No Medicaid expansion till 2015 for Pennsylvania, top official says

As Pennsylvania lawmakers consider whether to expand their Medicaid program under the reform law, a top state official said even if Gov. Tom Corbett approves, it would take until at least January 2015 to negotiate and implement the expansion.

So far, Corbett hasn't explicitly supported expanding Medicaid in Pennsylvania, but he said he would consider enlarging Medicaid if the U.S. Department of Health & Human Services can help keep it financially viable, the Pittsburgh Post-Gazette reported.

Corbett met with HHS Secretary Kathleen Sebelius last month and, since then, state officials have been preparing different models under which the state could expand Medicaid, Beverly Mackereth, acting secretary of the Pennsylvania Department of Public Welfare, told the Post-Gazette.

However, even if the models convince Corbett to support expanding Medicaid, it's unlikely a decision can be made early enough for the expansion to occur before January 2015, due to negotiations and work needed to implement the program, the Post-Gazette noted.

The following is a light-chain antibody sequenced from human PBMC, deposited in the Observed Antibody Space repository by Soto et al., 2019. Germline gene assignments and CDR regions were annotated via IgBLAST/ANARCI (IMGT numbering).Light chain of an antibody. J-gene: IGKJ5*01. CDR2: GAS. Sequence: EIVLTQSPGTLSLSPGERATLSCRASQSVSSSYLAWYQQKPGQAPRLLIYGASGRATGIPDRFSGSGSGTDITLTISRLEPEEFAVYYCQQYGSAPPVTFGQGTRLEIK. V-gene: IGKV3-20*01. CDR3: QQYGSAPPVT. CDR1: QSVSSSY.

"If everything goes right, and everything is agreed to, and the governor decides that the plan is sustainable and responsible for [Pennsylvania], the earliest that I'm hearing today--very ambiguous, and please print it that way--probably would be January 2015," Mackereth said. "And those are huge 'ifs.'"

But some lawmakers think Pennsylvania could begin expanding Medicaid by 2014, as the reform law requires. "There's no question in my mind the administration is dragging their feet," state Sen. Jay Costa said. "You get tired of hearing excuses. Either they're inept and they can't analyze data--and they've had over a year and a half--or they don't want to do it."

What's more, Democratic lawmakers say if the state does wait until 2015, it would be losing billions of dollars, according to the Associated Press. "I think Pennsylvania citizens would have a big problem--a big problem--if $4 billion targeted toward Pennsylvania found their way somewhere else across the county, especially in a tight budget situation," said Sen. Vincent Hughes.

To learn more:
- read the Pittsburgh Post-Gazette article
- see the Associated Press article